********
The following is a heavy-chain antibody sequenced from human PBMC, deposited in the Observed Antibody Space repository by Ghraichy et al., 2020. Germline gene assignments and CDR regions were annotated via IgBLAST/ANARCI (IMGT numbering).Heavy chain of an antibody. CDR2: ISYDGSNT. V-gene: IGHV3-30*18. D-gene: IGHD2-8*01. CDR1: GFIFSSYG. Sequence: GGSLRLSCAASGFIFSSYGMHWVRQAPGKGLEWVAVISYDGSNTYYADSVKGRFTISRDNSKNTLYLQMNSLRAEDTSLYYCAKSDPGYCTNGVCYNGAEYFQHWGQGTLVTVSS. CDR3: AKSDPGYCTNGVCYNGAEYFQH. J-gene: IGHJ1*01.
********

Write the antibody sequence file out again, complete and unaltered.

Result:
The following is a heavy-chain antibody sequenced from human PBMC, deposited in the Observed Antibody Space repository by Ghraichy et al., 2020. Germline gene assignments and CDR regions were annotated via IgBLAST/ANARCI (IMGT numbering).Heavy chain of an antibody. CDR2: ISYDGSNT. V-gene: IGHV3-30*18. D-gene: IGHD2-8*01. CDR1: GFIFSSYG. Sequence: GGSLRLSCAASGFIFSSYGMHWVRQAPGKGLEWVAVISYDGSNTYYADSVKGRFTISRDNSKNTLYLQMNSLRAEDTSLYYCAKSDPGYCTNGVCYNGAEYFQHWGQGTLVTVSS. CDR3: AKSDPGYCTNGVCYNGAEYFQH. J-gene: IGHJ1*01.